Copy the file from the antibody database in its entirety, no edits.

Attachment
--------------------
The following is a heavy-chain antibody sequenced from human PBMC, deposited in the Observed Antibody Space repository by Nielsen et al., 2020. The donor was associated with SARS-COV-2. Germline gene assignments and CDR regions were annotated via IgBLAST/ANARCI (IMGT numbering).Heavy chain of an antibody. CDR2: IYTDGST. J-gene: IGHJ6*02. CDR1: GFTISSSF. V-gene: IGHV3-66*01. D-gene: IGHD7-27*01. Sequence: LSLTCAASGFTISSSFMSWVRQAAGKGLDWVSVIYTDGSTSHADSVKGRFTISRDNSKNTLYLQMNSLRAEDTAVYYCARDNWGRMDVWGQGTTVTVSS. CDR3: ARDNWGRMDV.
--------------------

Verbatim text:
The following is a heavy-chain antibody sequenced from human PBMC, deposited in the Observed Antibody Space repository by Nielsen et al., 2020. The donor was associated with SARS-COV-2. Germline gene assignments and CDR regions were annotated via IgBLAST/ANARCI (IMGT numbering).Heavy chain of an antibody. CDR2: IYTDGST. J-gene: IGHJ6*02. CDR1: GFTISSSF. V-gene: IGHV3-66*01. D-gene: IGHD7-27*01. Sequence: LSLTCAASGFTISSSFMSWVRQAAGKGLDWVSVIYTDGSTSHADSVKGRFTISRDNSKNTLYLQMNSLRAEDTAVYYCARDNWGRMDVWGQGTTVTVSS. CDR3: ARDNWGRMDV.